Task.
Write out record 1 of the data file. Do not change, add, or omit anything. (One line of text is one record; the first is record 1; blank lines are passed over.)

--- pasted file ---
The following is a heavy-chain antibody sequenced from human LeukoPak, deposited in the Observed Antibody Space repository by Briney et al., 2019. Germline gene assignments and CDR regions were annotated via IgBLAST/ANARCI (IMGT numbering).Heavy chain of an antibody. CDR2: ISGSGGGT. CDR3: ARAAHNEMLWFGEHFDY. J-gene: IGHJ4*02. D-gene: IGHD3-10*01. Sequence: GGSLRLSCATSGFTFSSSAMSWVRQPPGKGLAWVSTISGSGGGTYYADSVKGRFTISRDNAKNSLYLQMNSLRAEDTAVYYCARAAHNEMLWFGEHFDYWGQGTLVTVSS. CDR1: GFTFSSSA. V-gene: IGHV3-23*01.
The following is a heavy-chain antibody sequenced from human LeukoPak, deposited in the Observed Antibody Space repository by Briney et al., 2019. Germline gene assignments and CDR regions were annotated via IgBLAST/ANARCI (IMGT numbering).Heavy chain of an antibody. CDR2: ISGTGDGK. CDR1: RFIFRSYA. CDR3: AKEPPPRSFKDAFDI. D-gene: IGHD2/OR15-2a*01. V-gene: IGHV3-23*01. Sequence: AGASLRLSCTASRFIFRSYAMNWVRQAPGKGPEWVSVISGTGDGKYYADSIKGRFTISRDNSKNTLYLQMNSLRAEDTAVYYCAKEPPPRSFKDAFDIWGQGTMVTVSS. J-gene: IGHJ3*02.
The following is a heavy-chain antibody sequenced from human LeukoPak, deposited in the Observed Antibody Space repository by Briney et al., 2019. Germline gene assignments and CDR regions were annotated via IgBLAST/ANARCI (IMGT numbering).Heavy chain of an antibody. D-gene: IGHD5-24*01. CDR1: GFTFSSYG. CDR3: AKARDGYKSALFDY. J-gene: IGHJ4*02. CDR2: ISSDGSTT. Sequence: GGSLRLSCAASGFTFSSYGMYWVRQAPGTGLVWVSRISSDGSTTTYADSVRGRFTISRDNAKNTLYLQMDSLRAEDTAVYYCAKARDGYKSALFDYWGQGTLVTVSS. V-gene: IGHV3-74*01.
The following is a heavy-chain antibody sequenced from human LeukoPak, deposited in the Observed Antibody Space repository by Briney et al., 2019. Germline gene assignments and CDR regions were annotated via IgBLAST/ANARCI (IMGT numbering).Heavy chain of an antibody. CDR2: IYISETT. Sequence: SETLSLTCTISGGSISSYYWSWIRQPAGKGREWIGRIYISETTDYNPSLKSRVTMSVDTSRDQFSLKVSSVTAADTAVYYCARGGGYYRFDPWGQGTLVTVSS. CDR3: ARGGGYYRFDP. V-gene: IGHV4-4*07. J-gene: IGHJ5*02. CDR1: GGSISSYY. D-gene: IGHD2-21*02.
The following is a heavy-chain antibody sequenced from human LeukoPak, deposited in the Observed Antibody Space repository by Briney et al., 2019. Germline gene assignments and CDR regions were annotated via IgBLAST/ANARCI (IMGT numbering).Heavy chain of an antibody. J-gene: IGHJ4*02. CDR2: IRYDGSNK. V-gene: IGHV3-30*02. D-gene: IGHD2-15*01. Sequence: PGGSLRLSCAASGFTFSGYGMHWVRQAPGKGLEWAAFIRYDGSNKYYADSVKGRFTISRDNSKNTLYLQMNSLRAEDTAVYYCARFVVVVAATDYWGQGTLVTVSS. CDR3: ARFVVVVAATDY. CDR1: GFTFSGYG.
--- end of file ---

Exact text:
The following is a heavy-chain antibody sequenced from human LeukoPak, deposited in the Observed Antibody Space repository by Briney et al., 2019. Germline gene assignments and CDR regions were annotated via IgBLAST/ANARCI (IMGT numbering).Heavy chain of an antibody. CDR2: ISGSGGGT. CDR3: ARAAHNEMLWFGEHFDY. J-gene: IGHJ4*02. D-gene: IGHD3-10*01. Sequence: GGSLRLSCATSGFTFSSSAMSWVRQPPGKGLAWVSTISGSGGGTYYADSVKGRFTISRDNAKNSLYLQMNSLRAEDTAVYYCARAAHNEMLWFGEHFDYWGQGTLVTVSS. CDR1: GFTFSSSA. V-gene: IGHV3-23*01.